Tokyo 2020 organisers and government officials on Thursday night announced their decision to bar fans from Olympic events
Tokyo: The Olympic flame arrived in Tokyo on Friday but the public was kept away from a low-key welcoming ceremony over coronavirus fears, after a "heartbreaking" announcement that spectators would be banned from most Games events.
On a rainy morning two weeks before the opening of the biggest sports tournament since the pandemic began, the flame was brought on stage in a lantern and handed to Tokyo Governor Yuriko Koike.
Despite disruption to the nationwide torch relay, "it has been transmitted as a way of hope," Koike said.
Tokyo 2020 organisers and government officials on Thursday night announced their decision to bar fans from Olympic events in the capital, which will be under a virus emergency throughout the Games.
It means the pandemic-postponed Games will be the first to take place largely behind closed doors, with a handful of competitions taking place outside the capital.
The torch relay began in March and was meant to build excitement for the Olympics, but it has been pulled from public roads in many places, including Tokyo, to prevent crowds spreading the virus.
Before the flame arrived on Friday morning, five male trumpet players dressed in suits played a rousing melody under a gazebo to shelter them from the drizzle, with only journalists and officials looking on.
The stands were empty at the Komazawa Olympic Park stadium in the capital's southeastern suburbs, which was used in the 1964 Tokyo Olympics -- seen as Japan's great return to the world stage after World War II.
Friday's event gave a taste of the atmosphere that could await athletes at the opening ceremony, to be held on July 23 at the National Stadium in the city centre.
On Thursday night, Koike said she felt "heartbreaking grief about this decision," but organisers said they were left no choice as infections rise and the Delta variant causes growing concern.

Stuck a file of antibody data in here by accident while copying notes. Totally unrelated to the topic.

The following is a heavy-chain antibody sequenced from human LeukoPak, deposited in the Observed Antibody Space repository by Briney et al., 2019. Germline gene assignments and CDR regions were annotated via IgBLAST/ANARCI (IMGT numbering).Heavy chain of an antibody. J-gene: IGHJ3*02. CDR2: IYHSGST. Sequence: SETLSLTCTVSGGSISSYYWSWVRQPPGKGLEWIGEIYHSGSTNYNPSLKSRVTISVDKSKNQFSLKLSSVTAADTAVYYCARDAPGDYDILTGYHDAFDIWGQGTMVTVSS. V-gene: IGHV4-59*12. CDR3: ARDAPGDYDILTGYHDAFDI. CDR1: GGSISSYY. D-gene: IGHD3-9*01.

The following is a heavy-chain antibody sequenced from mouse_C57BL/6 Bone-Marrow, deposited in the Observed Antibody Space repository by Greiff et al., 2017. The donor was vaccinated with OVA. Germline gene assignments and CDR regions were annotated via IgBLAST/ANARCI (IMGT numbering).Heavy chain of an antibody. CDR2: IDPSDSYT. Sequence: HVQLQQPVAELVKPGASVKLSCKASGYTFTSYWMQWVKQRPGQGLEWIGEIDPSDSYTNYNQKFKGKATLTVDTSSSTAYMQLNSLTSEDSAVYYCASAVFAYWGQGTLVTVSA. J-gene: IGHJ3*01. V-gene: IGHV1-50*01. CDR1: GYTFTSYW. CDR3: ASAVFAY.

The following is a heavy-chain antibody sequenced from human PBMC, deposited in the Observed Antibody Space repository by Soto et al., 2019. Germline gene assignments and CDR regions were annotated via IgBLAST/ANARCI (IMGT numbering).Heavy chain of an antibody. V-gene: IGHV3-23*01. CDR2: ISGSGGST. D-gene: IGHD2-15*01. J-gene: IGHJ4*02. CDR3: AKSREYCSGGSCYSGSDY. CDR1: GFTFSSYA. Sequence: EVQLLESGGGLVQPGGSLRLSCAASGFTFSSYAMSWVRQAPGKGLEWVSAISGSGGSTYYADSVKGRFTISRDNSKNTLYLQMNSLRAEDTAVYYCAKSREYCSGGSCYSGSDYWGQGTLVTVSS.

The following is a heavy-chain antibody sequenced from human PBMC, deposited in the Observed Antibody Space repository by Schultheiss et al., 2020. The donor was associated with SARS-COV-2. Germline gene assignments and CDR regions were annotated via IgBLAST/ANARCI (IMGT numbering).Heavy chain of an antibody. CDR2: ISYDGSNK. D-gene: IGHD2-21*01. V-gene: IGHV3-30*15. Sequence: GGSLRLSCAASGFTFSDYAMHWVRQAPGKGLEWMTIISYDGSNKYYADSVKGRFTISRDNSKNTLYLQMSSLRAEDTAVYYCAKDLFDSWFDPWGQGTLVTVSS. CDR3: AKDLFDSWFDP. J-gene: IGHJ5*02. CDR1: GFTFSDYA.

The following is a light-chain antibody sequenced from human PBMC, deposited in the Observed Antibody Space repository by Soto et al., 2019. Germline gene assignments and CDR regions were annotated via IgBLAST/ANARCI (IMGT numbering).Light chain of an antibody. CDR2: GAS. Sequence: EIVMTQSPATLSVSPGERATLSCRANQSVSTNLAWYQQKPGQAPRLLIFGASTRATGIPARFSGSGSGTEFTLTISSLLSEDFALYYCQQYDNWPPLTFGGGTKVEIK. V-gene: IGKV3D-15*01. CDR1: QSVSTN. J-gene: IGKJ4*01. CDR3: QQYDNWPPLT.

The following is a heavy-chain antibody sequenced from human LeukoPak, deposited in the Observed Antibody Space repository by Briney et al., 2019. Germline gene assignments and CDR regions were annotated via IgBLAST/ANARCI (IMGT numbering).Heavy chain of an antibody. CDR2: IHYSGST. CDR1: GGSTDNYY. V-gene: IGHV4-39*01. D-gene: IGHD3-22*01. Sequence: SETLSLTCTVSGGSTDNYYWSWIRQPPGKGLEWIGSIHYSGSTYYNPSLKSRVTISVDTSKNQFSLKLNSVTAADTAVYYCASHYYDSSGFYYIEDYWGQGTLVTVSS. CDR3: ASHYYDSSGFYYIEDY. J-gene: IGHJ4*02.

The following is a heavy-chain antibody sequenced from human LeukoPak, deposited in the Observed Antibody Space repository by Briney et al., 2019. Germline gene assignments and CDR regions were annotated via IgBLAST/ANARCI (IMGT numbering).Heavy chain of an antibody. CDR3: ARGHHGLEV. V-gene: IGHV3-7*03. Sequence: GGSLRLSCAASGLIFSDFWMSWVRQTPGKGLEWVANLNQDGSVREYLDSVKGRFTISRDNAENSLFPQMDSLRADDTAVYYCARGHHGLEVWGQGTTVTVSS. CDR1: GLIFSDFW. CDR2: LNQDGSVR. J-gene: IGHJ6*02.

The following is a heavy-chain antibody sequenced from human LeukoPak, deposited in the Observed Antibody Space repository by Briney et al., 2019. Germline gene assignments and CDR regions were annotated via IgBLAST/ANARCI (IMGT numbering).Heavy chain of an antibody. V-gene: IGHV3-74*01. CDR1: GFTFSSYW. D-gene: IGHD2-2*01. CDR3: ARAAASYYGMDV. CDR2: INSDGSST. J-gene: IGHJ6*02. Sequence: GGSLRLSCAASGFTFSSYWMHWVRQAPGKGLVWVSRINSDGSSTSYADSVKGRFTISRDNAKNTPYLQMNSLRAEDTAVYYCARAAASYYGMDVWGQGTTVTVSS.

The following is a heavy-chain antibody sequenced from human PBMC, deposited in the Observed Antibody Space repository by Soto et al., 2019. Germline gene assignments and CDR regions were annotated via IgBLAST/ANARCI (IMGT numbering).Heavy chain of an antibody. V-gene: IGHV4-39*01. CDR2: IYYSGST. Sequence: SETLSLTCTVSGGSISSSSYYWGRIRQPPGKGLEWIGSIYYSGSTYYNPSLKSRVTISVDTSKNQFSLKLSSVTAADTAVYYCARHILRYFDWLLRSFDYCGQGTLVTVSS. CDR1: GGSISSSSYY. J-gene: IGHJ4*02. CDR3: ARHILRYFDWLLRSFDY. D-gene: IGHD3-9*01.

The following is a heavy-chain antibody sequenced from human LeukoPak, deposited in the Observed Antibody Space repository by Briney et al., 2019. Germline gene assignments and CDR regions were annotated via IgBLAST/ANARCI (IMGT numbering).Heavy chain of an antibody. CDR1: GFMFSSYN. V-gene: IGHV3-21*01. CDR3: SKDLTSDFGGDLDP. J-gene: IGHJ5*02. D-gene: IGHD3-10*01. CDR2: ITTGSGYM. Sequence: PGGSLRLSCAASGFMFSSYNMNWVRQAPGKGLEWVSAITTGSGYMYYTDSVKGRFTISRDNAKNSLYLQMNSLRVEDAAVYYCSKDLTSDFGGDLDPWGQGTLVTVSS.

Tokyo 2020 had hoped to have up to 10,000 fans in venues throughout the Games, but now most events will be watched only by officials and Olympic representatives.
Japan has so far recorded around 14,900 virus deaths, despite avoiding harsh lockdowns. The new virus emergency largely limits alcohol sales and shortens opening hours for restaurants.
The government has been criticised over the slow start to its vaccination programme, with around 16 percent of the population fully inoculated.
When the 2020 Games were postponed last year as the scale of the pandemic became clear, there was talk they would be staged as proof the world had overcome the virus.
But that triumphant tone has given way to the harsh reality of new infection surges and more contagious variants.
The nationwide torch relay has been fraught with problems since it began in March, with almost half the legs disrupted in some way.
The relay was forced off public roads in famous tourist cities such as Kyoto and Hiroshima over fears that crowds of fans could spread the virus.
And it has also met with some public opposition, with a 53-year-old woman arrested at the weekend for squirting liquid from a water pistol towards a runner, shouting "extinguish the flame!"
On Friday, a very small protest was held outside the Komazawa stadium, with fewer than a dozen people holding colourful banners, with one that said "Just stop it".
A decision on spectators at the Paralympic Games, which open on August 24, will not be taken until after the Olympics end, organisers said on Thursday.